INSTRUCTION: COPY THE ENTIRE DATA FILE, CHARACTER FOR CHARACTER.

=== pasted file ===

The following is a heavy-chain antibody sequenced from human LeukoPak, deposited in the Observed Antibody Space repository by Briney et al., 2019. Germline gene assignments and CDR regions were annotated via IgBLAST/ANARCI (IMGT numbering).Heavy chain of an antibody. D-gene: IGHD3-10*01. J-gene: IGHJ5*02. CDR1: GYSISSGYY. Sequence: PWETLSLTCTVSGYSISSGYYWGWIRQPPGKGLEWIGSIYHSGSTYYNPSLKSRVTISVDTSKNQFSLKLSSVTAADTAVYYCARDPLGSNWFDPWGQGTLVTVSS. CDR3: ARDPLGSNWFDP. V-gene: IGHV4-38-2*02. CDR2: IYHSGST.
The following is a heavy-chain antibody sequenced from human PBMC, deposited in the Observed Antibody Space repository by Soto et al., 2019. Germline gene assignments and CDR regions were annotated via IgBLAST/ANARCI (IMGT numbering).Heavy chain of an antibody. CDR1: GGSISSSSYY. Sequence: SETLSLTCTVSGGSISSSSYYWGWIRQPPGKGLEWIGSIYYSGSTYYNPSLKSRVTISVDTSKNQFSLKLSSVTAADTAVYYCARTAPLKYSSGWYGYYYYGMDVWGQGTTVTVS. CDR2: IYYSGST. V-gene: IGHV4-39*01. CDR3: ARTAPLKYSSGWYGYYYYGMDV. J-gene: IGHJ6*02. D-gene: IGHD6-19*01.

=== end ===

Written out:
The following is a heavy-chain antibody sequenced from human LeukoPak, deposited in the Observed Antibody Space repository by Briney et al., 2019. Germline gene assignments and CDR regions were annotated via IgBLAST/ANARCI (IMGT numbering).Heavy chain of an antibody. D-gene: IGHD3-10*01. J-gene: IGHJ5*02. CDR1: GYSISSGYY. Sequence: PWETLSLTCTVSGYSISSGYYWGWIRQPPGKGLEWIGSIYHSGSTYYNPSLKSRVTISVDTSKNQFSLKLSSVTAADTAVYYCARDPLGSNWFDPWGQGTLVTVSS. CDR3: ARDPLGSNWFDP. V-gene: IGHV4-38-2*02. CDR2: IYHSGST.
The following is a heavy-chain antibody sequenced from human PBMC, deposited in the Observed Antibody Space repository by Soto et al., 2019. Germline gene assignments and CDR regions were annotated via IgBLAST/ANARCI (IMGT numbering).Heavy chain of an antibody. CDR1: GGSISSSSYY. Sequence: SETLSLTCTVSGGSISSSSYYWGWIRQPPGKGLEWIGSIYYSGSTYYNPSLKSRVTISVDTSKNQFSLKLSSVTAADTAVYYCARTAPLKYSSGWYGYYYYGMDVWGQGTTVTVS. CDR2: IYYSGST. V-gene: IGHV4-39*01. CDR3: ARTAPLKYSSGWYGYYYYGMDV. J-gene: IGHJ6*02. D-gene: IGHD6-19*01.